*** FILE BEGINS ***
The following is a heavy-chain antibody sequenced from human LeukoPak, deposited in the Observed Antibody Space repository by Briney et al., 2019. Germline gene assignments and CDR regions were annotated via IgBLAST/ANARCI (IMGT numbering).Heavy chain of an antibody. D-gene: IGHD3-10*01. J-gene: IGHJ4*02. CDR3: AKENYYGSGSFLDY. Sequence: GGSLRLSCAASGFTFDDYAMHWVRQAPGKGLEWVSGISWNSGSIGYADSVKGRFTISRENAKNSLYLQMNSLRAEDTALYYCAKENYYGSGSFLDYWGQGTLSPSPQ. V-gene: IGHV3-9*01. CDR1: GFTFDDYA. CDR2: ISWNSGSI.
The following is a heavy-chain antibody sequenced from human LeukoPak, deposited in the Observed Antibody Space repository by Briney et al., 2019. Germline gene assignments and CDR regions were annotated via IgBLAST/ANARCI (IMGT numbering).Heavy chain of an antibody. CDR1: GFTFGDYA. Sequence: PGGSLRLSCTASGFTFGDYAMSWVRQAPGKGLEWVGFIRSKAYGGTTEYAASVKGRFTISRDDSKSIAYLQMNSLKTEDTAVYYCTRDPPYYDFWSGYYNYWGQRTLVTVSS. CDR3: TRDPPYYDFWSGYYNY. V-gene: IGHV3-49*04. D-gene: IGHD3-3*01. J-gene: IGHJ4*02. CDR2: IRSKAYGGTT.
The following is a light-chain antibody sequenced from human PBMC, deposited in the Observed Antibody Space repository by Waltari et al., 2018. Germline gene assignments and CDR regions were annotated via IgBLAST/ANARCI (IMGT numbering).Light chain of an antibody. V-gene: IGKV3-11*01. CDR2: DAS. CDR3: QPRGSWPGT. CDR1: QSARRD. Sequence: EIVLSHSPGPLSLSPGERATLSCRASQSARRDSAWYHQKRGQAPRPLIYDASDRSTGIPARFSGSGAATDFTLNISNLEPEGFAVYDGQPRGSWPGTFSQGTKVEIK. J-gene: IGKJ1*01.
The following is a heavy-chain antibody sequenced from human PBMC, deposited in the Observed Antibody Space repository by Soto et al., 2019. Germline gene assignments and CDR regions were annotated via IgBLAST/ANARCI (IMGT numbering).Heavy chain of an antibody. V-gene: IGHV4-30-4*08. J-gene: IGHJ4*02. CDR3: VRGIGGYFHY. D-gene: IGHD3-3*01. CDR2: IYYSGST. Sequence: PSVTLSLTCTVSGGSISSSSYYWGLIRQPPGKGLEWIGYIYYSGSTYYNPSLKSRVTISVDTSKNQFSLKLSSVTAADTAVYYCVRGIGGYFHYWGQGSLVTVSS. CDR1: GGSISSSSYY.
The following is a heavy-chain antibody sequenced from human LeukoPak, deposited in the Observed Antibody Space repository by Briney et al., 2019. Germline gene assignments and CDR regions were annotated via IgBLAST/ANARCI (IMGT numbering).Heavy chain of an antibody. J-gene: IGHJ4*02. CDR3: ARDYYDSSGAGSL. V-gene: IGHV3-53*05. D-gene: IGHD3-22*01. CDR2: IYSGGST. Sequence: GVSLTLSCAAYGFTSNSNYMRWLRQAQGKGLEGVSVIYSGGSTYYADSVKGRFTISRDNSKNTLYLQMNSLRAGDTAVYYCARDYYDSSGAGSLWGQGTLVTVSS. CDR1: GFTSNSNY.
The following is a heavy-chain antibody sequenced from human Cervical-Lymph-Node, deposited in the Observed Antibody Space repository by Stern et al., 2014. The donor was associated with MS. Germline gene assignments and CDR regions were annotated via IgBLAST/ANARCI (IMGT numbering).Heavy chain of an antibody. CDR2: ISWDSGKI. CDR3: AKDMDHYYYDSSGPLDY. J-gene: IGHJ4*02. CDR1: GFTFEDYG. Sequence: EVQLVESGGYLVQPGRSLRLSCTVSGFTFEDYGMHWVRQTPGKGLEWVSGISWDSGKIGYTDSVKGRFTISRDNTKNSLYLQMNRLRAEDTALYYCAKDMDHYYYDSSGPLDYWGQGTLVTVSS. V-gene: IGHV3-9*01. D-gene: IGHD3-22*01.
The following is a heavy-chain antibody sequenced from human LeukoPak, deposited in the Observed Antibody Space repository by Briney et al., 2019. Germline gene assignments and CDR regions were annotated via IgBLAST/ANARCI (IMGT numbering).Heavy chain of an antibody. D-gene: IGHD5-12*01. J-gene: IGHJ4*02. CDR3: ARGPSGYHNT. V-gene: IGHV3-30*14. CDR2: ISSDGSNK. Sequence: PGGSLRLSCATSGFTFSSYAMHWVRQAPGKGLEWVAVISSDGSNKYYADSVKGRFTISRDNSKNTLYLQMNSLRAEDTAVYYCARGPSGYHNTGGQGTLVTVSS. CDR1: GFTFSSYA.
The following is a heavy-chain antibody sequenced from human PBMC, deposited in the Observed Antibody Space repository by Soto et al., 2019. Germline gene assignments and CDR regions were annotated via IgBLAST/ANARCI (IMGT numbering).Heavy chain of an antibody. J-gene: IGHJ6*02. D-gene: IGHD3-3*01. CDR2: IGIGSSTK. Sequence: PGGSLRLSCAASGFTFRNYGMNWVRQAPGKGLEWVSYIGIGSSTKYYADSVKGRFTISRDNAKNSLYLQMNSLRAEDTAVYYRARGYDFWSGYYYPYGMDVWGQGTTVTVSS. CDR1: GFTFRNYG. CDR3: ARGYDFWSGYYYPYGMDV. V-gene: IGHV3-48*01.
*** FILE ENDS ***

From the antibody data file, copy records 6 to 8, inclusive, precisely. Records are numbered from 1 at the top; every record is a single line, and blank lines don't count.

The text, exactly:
The following is a heavy-chain antibody sequenced from human Cervical-Lymph-Node, deposited in the Observed Antibody Space repository by Stern et al., 2014. The donor was associated with MS. Germline gene assignments and CDR regions were annotated via IgBLAST/ANARCI (IMGT numbering).Heavy chain of an antibody. CDR2: ISWDSGKI. CDR3: AKDMDHYYYDSSGPLDY. J-gene: IGHJ4*02. CDR1: GFTFEDYG. Sequence: EVQLVESGGYLVQPGRSLRLSCTVSGFTFEDYGMHWVRQTPGKGLEWVSGISWDSGKIGYTDSVKGRFTISRDNTKNSLYLQMNRLRAEDTALYYCAKDMDHYYYDSSGPLDYWGQGTLVTVSS. V-gene: IGHV3-9*01. D-gene: IGHD3-22*01.
The following is a heavy-chain antibody sequenced from human LeukoPak, deposited in the Observed Antibody Space repository by Briney et al., 2019. Germline gene assignments and CDR regions were annotated via IgBLAST/ANARCI (IMGT numbering).Heavy chain of an antibody. D-gene: IGHD5-12*01. J-gene: IGHJ4*02. CDR3: ARGPSGYHNT. V-gene: IGHV3-30*14. CDR2: ISSDGSNK. Sequence: PGGSLRLSCATSGFTFSSYAMHWVRQAPGKGLEWVAVISSDGSNKYYADSVKGRFTISRDNSKNTLYLQMNSLRAEDTAVYYCARGPSGYHNTGGQGTLVTVSS. CDR1: GFTFSSYA.
The following is a heavy-chain antibody sequenced from human PBMC, deposited in the Observed Antibody Space repository by Soto et al., 2019. Germline gene assignments and CDR regions were annotated via IgBLAST/ANARCI (IMGT numbering).Heavy chain of an antibody. J-gene: IGHJ6*02. D-gene: IGHD3-3*01. CDR2: IGIGSSTK. Sequence: PGGSLRLSCAASGFTFRNYGMNWVRQAPGKGLEWVSYIGIGSSTKYYADSVKGRFTISRDNAKNSLYLQMNSLRAEDTAVYYRARGYDFWSGYYYPYGMDVWGQGTTVTVSS. CDR1: GFTFRNYG. CDR3: ARGYDFWSGYYYPYGMDV. V-gene: IGHV3-48*01.